Katharina Von Kriegstein
How the human brain recognizes speech in the context of changing speakers
Von Kriegstein, Katharina; Smith, David R.R.; Patterson, Roy D.; Kiebel, Stefan J.; Griffiths, Timothy D.
Dr David Smith D.R.Smith@hull.ac.uk
Senior Lecturer, Director of Studies for Psychology
Roy D. Patterson
Stefan J. Kiebel
Timothy D. Griffiths
We understand speech from different speakers with ease, whereas artificial speech recognition systems struggle with this task. It is unclear how the human brain solves this problem. The conventional view is that speech message recognition and speaker identification are two separate functions and that message processing takes place predominantly in the left hemisphere, whereas processing of speaker-specific information is located in the right hemisphere. Here, we distinguish the contribution of specific cortical regions, to speech recognition and speaker information processing, by controlled manipulation of task and resynthesized speaker parameters. Two functional magnetic resonance imaging studies provide evidence for a dynamic speech-processing network that questions the conventional view. We found that speech recognition regions in left posterior superior temporal gyrus/superior temporal sulcus (STG/STS) also encode speaker-related vocal tract parameters, which are reflected in the amplitude peaks of the speech spectrum, along with the speech message. Right posterior STG/STS activated specifically more to a speaker-related vocal tract parameter change during a speech recognition task compared with a voice recognition task. Left and right posterior STG/STS were functionally connected. Additionally, we found that speaker-related glottal fold parameters (e. g., pitch), which are not reflected in the amplitude peaks of the speech spectrum, are processed in areas immediately adjacent to primary auditory cortex, i.e., in areas in the auditory hierarchy earlier than STG/STS. Our results point to a network account of speech recognition, in which information about the speech message and the speaker's vocal tract are combined to solve the difficult task of understanding speech from different speakers.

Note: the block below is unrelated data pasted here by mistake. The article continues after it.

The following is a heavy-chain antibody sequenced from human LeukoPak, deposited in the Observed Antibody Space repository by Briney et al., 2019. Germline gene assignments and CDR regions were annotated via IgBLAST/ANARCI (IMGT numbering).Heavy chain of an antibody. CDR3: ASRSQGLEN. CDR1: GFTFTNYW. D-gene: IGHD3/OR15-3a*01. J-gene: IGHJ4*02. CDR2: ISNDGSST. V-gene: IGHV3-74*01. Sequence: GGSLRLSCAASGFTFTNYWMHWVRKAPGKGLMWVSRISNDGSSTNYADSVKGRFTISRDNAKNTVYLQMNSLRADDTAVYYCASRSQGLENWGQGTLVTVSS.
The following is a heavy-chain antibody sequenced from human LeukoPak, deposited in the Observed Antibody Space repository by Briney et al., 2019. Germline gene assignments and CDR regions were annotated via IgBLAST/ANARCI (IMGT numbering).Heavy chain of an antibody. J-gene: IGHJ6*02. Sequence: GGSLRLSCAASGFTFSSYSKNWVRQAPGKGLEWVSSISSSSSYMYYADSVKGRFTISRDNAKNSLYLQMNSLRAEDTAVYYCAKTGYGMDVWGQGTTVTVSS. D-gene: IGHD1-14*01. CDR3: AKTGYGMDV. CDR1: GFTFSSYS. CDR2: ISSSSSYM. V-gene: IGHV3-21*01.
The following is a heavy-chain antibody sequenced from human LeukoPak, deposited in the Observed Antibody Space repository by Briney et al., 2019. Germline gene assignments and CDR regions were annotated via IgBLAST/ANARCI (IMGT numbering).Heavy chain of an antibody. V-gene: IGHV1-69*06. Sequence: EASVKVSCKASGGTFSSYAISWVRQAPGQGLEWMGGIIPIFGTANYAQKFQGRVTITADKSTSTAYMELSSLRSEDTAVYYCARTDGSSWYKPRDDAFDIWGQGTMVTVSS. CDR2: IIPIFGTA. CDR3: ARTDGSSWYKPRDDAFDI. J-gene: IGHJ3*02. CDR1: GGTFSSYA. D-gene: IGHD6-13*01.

Von Kriegstein, K., Smith, D. R., Patterson, R. D., Kiebel, S. J., & Griffiths, T. D. (2010). How the human brain recognizes speech in the context of changing speakers. Journal of Neuroscience, 30(2), 629-638. https://doi.org/10.1523/JNEUROSCI.2742-09.2010
|Journal Article Type||Article|
|Acceptance Date||Nov 5, 2009|
|Online Publication Date||Jan 13, 2010|
|Publication Date||Jan 13, 2010|
|Journal||Journal of Neuroscience|
|Publisher||Society for Neuroscience|
|Peer Reviewed||Peer Reviewed|
You might also like
Speech levels: Do we talk at the same level as we wish others to and assume they do?
Speaker-sex discrimination for voiced and whispered vowels at short durations
Does knowing speaker sex facilitate vowel recognition at short durations?
Size information in the production and perception of communication sounds